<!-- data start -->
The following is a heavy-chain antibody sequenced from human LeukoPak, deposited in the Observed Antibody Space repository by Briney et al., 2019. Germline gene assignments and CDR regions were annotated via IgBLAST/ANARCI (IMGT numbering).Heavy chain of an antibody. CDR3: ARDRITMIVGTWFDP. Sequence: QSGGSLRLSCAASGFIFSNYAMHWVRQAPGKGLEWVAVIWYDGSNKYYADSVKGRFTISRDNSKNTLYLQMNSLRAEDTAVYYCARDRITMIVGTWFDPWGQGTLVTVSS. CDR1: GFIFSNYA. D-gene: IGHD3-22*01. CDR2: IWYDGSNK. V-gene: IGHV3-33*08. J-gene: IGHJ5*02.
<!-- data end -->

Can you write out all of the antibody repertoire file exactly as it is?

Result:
The following is a heavy-chain antibody sequenced from human LeukoPak, deposited in the Observed Antibody Space repository by Briney et al., 2019. Germline gene assignments and CDR regions were annotated via IgBLAST/ANARCI (IMGT numbering).Heavy chain of an antibody. CDR3: ARDRITMIVGTWFDP. Sequence: QSGGSLRLSCAASGFIFSNYAMHWVRQAPGKGLEWVAVIWYDGSNKYYADSVKGRFTISRDNSKNTLYLQMNSLRAEDTAVYYCARDRITMIVGTWFDPWGQGTLVTVSS. CDR1: GFIFSNYA. D-gene: IGHD3-22*01. CDR2: IWYDGSNK. V-gene: IGHV3-33*08. J-gene: IGHJ5*02.